The officers and the veterinary stated that without Radaman’s injury, Salvi would have reached Paris very easily within the planned schedule. In an official document, signed by the commander of the Fifth Cavalerie Division general de Montaigu, colonel Bauviaux of the Fourth Hussar Regiment and the mayor of Nancy, was stated that the distance between Pesth and Bathelémont was five miles longer than the distance between Vienna and Paris, and that the distance was covered in just thirteen days and eight hours.
Although he had broken Zubowitz’s distance and time record, Salvi lost in total around fifteen thousand forints on various bets. The total amount of betting money exceeded one hundred thousand forints.
In June 1875, the Vienna Jockey Club had plans to organize a carriage race between the capitals of Austria and France within the span of sixteen days, but as further information is lacking, the event probably never took place.
The first kinds of public transport on land, the post carriage and later the diligence, inspired the equestrian world to organize long-endurance events and sports betting. A race between the capitals of France and Austria, the continental superpowers before the foundation of the German Empire, appealed to the imagination of the equestrian world and was compared to the story of Jules Verne’s book Around the World in Eighty Days.
The six hundred and fifty miles that separate Paris from Vienna, will become important when at a later stadium the velocipede gets involved. The distance component would play a leading role to the emergence of the first six-day cycling race in the autumn of 1875.
Article 2022 @ Filip Walenta
Read Part 4 HERE
 Walenta, Filip, The Pedestrian Pre-History of Six Day Bicycle Races (Part 1: 1874), Playing Pasts. The Online Magazine for Sport & Leisure History, Februari 21, 2022.
<https://www.playingpasts.co.uk/articles/archival-research/the-pedestrian-prehistory-of-six-day-bicycle-races-part-1-1874/> (Accessed: May 19, 2022).
 Walenta, Filip, The Pedestrian Pre-History of Six Day Bicycle Races (Part 2: 1875), Playing Pasts. The Online Magazine for Sport & Leisure History, June 13, 2022.
<https://www.playingpasts.co.uk/articles/archival-research/the-pedestrian-pre-history-of-six-day-bicycle-races-part-2-1875/> (Accessed: August 19, 2022).
 Le Temps, June 13, 1873, 2.
 Michel, Claude-Sidoine, Desnos, Louis Charles, L’indicateur Fidèle, ou Guide des Voyageurs, qui enseigne toutes les routes royales et particulières de la France (Paris 1765), 13.
 Le Temps, June 13, 1873, 2.
 La Diligence, Journal des Voyageurs., January 1, 1849, 3.
 Ibid., January 1, 1845, 12.
 l’Indépendance Belge, October 14, 1859, 1; Journal de Bruxelles, April 14, 1860, 2; Journal de Belgique, July 10, 1860, 1.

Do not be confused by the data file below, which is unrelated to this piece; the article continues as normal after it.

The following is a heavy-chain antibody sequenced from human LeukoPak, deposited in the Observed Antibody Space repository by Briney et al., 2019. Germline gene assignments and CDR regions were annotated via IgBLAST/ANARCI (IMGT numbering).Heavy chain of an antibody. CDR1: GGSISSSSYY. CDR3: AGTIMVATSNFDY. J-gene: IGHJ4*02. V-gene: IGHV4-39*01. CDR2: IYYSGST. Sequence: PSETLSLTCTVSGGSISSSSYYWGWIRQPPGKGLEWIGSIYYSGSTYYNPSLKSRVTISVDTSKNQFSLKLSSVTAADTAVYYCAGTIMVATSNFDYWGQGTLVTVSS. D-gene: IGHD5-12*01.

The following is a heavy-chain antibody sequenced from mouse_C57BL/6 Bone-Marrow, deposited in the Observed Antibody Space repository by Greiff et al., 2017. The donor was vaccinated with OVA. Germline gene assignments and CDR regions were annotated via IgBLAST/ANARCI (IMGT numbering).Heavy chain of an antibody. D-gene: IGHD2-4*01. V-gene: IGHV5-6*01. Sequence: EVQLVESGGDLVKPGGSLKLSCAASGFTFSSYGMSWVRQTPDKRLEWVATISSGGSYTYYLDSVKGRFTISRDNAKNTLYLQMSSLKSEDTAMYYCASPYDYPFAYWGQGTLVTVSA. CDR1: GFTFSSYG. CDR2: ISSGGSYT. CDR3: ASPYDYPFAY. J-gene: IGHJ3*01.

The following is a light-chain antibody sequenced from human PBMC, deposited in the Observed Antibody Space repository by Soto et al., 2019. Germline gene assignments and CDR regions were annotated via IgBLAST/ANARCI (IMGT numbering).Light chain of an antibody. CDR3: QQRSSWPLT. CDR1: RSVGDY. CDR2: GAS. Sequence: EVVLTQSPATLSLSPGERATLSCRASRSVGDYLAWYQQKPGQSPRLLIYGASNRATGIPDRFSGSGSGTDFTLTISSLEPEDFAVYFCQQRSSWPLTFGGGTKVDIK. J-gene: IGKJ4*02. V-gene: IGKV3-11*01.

La Meuse, August 14, 1860, 2.
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<https://fr.wikipedia.org/wiki/Orient_Express > (Accessed July 25, 2022).
 Ondrejkovics-Sandor de Szlavnicza.
<http://www.ondrejkovics-sandor.com/?lg=2&s=79> (Accessed August 3, 2022)
 l’Evénement, November 14, 1874, 2; Ibid, November 23, 1; Le Français, November 11, 1874, 3.
 Le Courrier d’Angers, November 12, 1874, 3; Le Soir, November 11, 1874, 3.
 Gazette de la Lorraine, October 29, 1874, 1; Le Constitutionnel, November 2, 1874, 3.
 1 nautical mile = 1,852 kilometer
 Le Voleur, November 20, 1874, 749-750.
 Gazette de la Lorraine, November 8, 1874, 2.
 l’Evénement, November 14, 1874, 2.
 La France, November 10, 1874, 2.
 Le Français, November 11, 1874, 3.
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<https://en.wikipedia.org/wiki/Franco-Prussian_War> (Accessed on August 7, 2022).
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 Le Gaulois, November 10, 1874, 1.
 Le Courrier d’Angers, November 12, 1874, 3.
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 Le Petit Journal, November 13, 1874, 1.
 Provinciale Noordbrabantsche en ‘s Hertogenbossche Courant, March 11, 1875, 6.
 l’Industriel Alsacien, November 13, 1874, 3.
 Le Monde Illustré, November 14, 1874, 308.
 Le Midi, November 25, 1875, 3.
 l’Evénement, November 24, 1874, 2.
 l’Avenir Républicain, November 14, 1874, 4; l’Union Nationale, November 14, 1874, 2.
 Le Constitutionel, May 24, 1875, 3; Le Figaro, May 16, 1875, 3.
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 Le Figaro, May 16, 1875, 3.
 Ibid, May 11, 1875, 1.
 Regensburger Morgenblatt, May 9, 1875, 76; Receuil de Médecine Vétérinaire, 1875, 709-711.
 Le Figaro, May 27, 1875, 2.
 Journal de Seine-et-Marne, May 30, 1875, 2; Journal de Débats politiques et Littéraires, May 31, 1875, 3.
 Affiches de Strasbourg, May 29, 1875, 1; Belletristische Beilage zum Salzburger Volksblatt, May 11, 1875, 96.
 La France, June 23, 1875, 3; Le Soir, June 21, 1875, 4; Le Petit Moniteur Universel, June 22, 1875, 3.